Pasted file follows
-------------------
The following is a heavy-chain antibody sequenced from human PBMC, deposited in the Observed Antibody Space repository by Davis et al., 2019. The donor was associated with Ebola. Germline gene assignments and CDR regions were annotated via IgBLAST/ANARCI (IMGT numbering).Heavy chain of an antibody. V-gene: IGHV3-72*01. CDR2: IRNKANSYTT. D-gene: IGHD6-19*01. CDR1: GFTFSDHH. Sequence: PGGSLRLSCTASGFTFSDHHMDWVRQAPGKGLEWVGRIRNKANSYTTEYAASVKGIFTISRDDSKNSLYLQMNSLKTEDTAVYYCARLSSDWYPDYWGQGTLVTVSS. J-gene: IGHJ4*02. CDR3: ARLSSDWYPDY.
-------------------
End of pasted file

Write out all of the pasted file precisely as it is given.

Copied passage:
The following is a heavy-chain antibody sequenced from human PBMC, deposited in the Observed Antibody Space repository by Davis et al., 2019. The donor was associated with Ebola. Germline gene assignments and CDR regions were annotated via IgBLAST/ANARCI (IMGT numbering).Heavy chain of an antibody. V-gene: IGHV3-72*01. CDR2: IRNKANSYTT. D-gene: IGHD6-19*01. CDR1: GFTFSDHH. Sequence: PGGSLRLSCTASGFTFSDHHMDWVRQAPGKGLEWVGRIRNKANSYTTEYAASVKGIFTISRDDSKNSLYLQMNSLKTEDTAVYYCARLSSDWYPDYWGQGTLVTVSS. J-gene: IGHJ4*02. CDR3: ARLSSDWYPDY.